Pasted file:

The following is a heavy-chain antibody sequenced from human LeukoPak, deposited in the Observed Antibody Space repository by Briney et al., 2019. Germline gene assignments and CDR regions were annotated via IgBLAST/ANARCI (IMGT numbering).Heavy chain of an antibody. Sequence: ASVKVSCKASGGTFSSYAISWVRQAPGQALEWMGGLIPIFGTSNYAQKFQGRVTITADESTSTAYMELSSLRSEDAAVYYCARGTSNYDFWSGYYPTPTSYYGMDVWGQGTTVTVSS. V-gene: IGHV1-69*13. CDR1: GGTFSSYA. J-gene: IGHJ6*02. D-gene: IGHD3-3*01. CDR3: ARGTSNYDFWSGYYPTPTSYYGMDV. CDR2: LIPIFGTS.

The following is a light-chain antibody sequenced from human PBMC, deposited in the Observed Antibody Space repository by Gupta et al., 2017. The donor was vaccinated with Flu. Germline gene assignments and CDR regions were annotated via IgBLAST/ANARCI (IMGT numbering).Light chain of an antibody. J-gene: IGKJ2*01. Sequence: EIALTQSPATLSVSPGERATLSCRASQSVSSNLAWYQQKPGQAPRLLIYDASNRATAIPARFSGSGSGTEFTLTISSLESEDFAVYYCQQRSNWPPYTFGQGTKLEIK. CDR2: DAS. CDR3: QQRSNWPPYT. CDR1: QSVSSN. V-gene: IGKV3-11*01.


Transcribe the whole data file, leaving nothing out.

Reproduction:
The following is a heavy-chain antibody sequenced from human LeukoPak, deposited in the Observed Antibody Space repository by Briney et al., 2019. Germline gene assignments and CDR regions were annotated via IgBLAST/ANARCI (IMGT numbering).Heavy chain of an antibody. Sequence: ASVKVSCKASGGTFSSYAISWVRQAPGQALEWMGGLIPIFGTSNYAQKFQGRVTITADESTSTAYMELSSLRSEDAAVYYCARGTSNYDFWSGYYPTPTSYYGMDVWGQGTTVTVSS. V-gene: IGHV1-69*13. CDR1: GGTFSSYA. J-gene: IGHJ6*02. D-gene: IGHD3-3*01. CDR3: ARGTSNYDFWSGYYPTPTSYYGMDV. CDR2: LIPIFGTS.

The following is a light-chain antibody sequenced from human PBMC, deposited in the Observed Antibody Space repository by Gupta et al., 2017. The donor was vaccinated with Flu. Germline gene assignments and CDR regions were annotated via IgBLAST/ANARCI (IMGT numbering).Light chain of an antibody. J-gene: IGKJ2*01. Sequence: EIALTQSPATLSVSPGERATLSCRASQSVSSNLAWYQQKPGQAPRLLIYDASNRATAIPARFSGSGSGTEFTLTISSLESEDFAVYYCQQRSNWPPYTFGQGTKLEIK. CDR2: DAS. CDR3: QQRSNWPPYT. CDR1: QSVSSN. V-gene: IGKV3-11*01.